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Out & About: Concerts with many strings attached

Lifestyle

Out & About: Concerts with many strings attached

Three string ensembles in two vastly different genres are the top items on this weekend’s A&E bill of fare.

Let’s start with the DaPonte String Quartet, a topnotch classical ensemble based in the Midcoast region that will be playing a program of music from Vienna in four different towns, including Portland on Saturday and Topsham on Sunday.

Two old-time string ensembles have been booked for Saturday evening at One Longfellow Square in Portland. First on stage is a trio headed by nationally known mandolinist Joe Walsh. They’re followed by a duo headed by fiddler Lauren Rioux.

The Portland Rossini Club, by far Maine’s oldest musical ensemble, has scheduled its May concert for this Sunday.

DaPonte String Quartet

In the world of classical music, Vienna, Austria, is the undisputed capital, home to generations of the greatest composers in history. That’s the inspiration for the final concerts of the 2013-2014 season by the DaPonte String Quartet. A trio of major works by three famous composers who lived in the city will be featured in a quartet of concerts Thursday through Sunday in four different venues.

Wolfgang Amadeus Mozart’s “Spring Quartet” is the first of the so-called “Haydn Quartets.” They were written in Vienna in honor of Franz Joseph Haydn, another famous Viennese composer and the creative genius who is widely considered the father of the genre. Haydn was deeply impressed by the younger composer’s work and famously stated so in a letter.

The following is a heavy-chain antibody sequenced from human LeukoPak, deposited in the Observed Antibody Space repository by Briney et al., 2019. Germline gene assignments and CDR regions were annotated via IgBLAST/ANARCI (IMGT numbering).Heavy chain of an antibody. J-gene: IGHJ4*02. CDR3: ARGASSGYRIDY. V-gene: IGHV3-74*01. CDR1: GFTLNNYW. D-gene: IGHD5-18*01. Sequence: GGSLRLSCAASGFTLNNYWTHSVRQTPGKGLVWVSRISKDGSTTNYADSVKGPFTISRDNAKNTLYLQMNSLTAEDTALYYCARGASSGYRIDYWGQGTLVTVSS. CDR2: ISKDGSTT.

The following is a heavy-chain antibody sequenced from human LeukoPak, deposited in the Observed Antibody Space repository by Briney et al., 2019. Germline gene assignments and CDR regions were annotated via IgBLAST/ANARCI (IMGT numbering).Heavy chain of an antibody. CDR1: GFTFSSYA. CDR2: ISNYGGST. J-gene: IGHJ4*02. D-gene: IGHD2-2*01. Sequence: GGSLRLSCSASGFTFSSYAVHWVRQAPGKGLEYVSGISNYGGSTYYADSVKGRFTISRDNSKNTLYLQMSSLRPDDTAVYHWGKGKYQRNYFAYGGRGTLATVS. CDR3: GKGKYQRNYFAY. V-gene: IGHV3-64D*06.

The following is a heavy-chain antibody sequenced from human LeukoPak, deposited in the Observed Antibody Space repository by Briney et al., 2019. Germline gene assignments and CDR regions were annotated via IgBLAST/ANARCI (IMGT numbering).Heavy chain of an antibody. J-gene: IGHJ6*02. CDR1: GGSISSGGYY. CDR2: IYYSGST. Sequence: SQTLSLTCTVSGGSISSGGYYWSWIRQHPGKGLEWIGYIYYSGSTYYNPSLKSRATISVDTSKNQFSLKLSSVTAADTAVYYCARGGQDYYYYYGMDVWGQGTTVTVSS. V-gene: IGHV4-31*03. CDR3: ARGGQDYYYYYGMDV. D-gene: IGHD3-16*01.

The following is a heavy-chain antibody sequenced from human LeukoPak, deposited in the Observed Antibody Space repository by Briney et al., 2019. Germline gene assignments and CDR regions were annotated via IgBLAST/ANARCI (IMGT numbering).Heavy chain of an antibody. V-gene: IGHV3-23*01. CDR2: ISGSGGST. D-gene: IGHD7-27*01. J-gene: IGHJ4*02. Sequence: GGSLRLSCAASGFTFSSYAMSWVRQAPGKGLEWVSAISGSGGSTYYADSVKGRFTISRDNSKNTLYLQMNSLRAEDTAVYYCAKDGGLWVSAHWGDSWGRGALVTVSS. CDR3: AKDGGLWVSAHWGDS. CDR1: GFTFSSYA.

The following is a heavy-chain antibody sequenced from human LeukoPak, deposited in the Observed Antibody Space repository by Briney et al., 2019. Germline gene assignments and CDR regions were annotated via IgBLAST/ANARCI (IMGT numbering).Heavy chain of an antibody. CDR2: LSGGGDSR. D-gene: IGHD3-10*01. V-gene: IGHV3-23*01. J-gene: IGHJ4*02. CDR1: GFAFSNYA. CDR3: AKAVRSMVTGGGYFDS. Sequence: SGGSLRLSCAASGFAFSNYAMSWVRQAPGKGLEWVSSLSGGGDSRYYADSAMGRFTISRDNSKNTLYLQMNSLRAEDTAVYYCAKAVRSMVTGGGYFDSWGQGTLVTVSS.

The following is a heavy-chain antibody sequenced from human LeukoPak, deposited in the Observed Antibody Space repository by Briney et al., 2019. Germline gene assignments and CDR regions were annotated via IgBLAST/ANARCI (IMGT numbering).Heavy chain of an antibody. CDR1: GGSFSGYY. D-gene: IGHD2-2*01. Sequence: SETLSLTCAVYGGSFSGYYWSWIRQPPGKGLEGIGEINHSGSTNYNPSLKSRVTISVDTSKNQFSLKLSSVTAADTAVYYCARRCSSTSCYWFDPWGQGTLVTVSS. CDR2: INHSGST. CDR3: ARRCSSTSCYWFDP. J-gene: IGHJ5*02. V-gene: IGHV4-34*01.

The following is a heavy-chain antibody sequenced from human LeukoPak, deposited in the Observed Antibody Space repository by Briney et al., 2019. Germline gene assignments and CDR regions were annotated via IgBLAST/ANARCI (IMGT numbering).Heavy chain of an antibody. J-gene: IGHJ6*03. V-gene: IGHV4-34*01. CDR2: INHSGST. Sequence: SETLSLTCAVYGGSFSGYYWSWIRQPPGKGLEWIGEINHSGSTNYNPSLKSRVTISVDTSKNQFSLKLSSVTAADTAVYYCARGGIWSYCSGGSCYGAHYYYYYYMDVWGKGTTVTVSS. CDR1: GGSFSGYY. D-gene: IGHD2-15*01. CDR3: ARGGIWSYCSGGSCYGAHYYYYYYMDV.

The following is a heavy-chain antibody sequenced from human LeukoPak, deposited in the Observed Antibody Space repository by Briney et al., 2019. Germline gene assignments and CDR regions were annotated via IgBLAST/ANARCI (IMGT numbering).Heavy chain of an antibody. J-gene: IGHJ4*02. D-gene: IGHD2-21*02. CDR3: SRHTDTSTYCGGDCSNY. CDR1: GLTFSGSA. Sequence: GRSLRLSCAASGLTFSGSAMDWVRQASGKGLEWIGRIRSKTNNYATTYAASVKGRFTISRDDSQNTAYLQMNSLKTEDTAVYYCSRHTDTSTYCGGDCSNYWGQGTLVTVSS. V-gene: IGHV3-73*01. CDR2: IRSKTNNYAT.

German-born Felix Mendelssohn was greatly influenced by another German composer closely associated with Vienna: Ludwig van Beethoven. Mendelssohn’s String Quartet in A Minor was written when he was only 18 but already an experienced composer of chamber music. While remaining a richly romantic work, it clearly reflects his fascination with Beethoven’s late quartets.

The program finale is by Beethoven himself. He wrote the String Quartet No. 10 in E-flat Major during his middle period, while living in Vienna. Nicknamed “The Harp,” it is a lavish and sensuous work that approaches perfection. The nickname derives from an elegant and impressionistic pizzicato section that creates a sound like the plucking of a harp.